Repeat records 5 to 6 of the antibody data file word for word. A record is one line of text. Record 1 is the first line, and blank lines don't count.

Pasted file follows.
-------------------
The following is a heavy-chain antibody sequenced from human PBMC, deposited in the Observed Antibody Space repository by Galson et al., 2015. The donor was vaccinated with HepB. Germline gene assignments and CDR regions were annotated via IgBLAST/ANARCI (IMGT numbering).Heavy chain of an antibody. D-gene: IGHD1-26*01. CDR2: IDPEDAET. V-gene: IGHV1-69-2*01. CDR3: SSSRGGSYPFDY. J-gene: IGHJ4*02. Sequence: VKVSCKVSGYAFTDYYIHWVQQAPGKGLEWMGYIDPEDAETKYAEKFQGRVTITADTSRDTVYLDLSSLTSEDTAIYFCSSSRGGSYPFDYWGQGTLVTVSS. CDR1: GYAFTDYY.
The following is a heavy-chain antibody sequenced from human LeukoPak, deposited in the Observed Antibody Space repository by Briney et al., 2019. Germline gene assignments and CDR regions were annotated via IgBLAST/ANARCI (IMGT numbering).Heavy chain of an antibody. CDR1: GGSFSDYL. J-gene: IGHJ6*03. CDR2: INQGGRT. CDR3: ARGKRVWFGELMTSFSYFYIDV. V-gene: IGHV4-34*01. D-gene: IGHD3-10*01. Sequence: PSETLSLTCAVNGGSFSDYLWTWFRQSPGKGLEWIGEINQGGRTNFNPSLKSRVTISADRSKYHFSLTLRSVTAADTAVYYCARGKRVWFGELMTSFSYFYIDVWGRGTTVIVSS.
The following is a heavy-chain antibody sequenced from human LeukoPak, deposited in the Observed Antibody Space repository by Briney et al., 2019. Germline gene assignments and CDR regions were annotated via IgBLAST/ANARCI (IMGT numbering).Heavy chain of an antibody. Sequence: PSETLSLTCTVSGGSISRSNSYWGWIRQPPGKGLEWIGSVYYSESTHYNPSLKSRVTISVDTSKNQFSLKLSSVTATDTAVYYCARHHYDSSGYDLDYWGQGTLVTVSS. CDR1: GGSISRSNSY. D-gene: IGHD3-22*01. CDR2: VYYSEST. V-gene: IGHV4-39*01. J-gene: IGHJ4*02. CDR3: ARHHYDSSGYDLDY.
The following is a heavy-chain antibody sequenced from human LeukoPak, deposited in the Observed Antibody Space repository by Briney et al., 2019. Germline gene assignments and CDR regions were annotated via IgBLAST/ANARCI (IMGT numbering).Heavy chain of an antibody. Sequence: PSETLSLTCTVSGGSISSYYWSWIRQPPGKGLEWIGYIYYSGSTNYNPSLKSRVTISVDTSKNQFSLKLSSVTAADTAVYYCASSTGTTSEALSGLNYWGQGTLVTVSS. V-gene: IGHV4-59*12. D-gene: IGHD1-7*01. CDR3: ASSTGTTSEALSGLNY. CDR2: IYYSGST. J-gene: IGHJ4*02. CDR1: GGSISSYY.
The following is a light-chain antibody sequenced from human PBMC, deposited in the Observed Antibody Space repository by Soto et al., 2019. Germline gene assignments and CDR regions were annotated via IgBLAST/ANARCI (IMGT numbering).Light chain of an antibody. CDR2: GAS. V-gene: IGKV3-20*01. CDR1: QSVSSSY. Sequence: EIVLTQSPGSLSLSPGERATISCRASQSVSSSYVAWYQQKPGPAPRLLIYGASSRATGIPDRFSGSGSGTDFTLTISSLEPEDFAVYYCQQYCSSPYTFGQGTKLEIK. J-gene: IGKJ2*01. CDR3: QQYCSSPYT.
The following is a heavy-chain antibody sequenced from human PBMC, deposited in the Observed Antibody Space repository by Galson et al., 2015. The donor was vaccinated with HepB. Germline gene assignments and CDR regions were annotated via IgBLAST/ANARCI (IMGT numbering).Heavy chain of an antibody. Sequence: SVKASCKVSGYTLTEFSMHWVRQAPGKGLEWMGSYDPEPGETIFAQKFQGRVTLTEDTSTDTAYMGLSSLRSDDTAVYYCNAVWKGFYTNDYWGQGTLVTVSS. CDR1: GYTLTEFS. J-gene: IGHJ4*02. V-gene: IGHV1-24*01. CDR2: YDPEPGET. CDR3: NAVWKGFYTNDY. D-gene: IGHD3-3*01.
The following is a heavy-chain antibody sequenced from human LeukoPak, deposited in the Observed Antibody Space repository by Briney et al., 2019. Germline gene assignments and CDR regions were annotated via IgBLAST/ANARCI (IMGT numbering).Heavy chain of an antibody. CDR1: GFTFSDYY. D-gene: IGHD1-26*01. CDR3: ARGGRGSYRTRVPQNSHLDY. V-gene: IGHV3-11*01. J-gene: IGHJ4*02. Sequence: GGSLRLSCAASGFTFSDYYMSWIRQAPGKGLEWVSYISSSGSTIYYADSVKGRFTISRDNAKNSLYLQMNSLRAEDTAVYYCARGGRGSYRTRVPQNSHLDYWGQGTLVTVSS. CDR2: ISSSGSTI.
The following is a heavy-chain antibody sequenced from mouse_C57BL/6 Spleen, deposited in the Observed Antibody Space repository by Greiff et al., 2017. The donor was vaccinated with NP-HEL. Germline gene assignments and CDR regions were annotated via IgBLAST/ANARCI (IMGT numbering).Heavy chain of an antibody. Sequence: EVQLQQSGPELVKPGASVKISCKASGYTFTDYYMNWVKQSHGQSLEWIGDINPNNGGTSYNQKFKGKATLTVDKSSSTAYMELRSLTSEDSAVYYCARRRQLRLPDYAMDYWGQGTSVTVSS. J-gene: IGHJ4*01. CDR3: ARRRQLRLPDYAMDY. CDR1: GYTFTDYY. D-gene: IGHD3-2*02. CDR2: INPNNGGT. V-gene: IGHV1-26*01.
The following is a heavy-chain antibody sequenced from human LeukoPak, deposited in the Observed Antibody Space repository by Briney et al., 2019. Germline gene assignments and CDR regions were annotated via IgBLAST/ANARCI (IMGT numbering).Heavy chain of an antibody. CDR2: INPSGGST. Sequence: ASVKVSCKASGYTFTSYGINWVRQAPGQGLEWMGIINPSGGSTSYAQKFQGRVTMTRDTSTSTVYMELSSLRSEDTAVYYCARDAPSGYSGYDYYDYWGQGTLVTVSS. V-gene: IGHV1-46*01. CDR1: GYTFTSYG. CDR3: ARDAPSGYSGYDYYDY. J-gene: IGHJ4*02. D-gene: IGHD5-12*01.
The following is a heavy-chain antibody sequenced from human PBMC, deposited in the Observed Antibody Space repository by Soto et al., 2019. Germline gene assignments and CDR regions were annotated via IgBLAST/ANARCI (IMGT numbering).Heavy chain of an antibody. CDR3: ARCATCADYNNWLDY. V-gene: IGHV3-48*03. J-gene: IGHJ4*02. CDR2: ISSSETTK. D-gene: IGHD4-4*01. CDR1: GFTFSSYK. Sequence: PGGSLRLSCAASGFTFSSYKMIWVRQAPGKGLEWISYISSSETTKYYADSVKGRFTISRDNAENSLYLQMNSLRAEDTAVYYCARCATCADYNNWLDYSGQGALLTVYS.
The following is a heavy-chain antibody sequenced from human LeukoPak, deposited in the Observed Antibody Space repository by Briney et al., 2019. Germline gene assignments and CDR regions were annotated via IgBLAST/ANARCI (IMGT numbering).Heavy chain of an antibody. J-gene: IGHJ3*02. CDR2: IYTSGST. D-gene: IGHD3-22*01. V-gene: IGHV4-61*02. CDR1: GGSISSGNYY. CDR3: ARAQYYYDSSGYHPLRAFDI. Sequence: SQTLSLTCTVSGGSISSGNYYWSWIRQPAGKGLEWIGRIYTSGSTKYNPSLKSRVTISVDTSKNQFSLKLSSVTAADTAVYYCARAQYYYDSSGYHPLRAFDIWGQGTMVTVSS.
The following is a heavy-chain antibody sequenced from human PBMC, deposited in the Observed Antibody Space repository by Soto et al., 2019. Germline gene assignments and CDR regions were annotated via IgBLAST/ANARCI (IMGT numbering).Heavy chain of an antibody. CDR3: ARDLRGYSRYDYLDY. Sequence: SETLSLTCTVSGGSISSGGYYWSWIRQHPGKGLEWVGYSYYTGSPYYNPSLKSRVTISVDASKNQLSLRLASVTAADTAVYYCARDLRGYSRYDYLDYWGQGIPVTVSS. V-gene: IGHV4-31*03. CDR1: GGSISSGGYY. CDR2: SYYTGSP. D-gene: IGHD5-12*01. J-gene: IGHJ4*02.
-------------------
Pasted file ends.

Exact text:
The following is a light-chain antibody sequenced from human PBMC, deposited in the Observed Antibody Space repository by Soto et al., 2019. Germline gene assignments and CDR regions were annotated via IgBLAST/ANARCI (IMGT numbering).Light chain of an antibody. CDR2: GAS. V-gene: IGKV3-20*01. CDR1: QSVSSSY. Sequence: EIVLTQSPGSLSLSPGERATISCRASQSVSSSYVAWYQQKPGPAPRLLIYGASSRATGIPDRFSGSGSGTDFTLTISSLEPEDFAVYYCQQYCSSPYTFGQGTKLEIK. J-gene: IGKJ2*01. CDR3: QQYCSSPYT.
The following is a heavy-chain antibody sequenced from human PBMC, deposited in the Observed Antibody Space repository by Galson et al., 2015. The donor was vaccinated with HepB. Germline gene assignments and CDR regions were annotated via IgBLAST/ANARCI (IMGT numbering).Heavy chain of an antibody. Sequence: SVKASCKVSGYTLTEFSMHWVRQAPGKGLEWMGSYDPEPGETIFAQKFQGRVTLTEDTSTDTAYMGLSSLRSDDTAVYYCNAVWKGFYTNDYWGQGTLVTVSS. CDR1: GYTLTEFS. J-gene: IGHJ4*02. V-gene: IGHV1-24*01. CDR2: YDPEPGET. CDR3: NAVWKGFYTNDY. D-gene: IGHD3-3*01.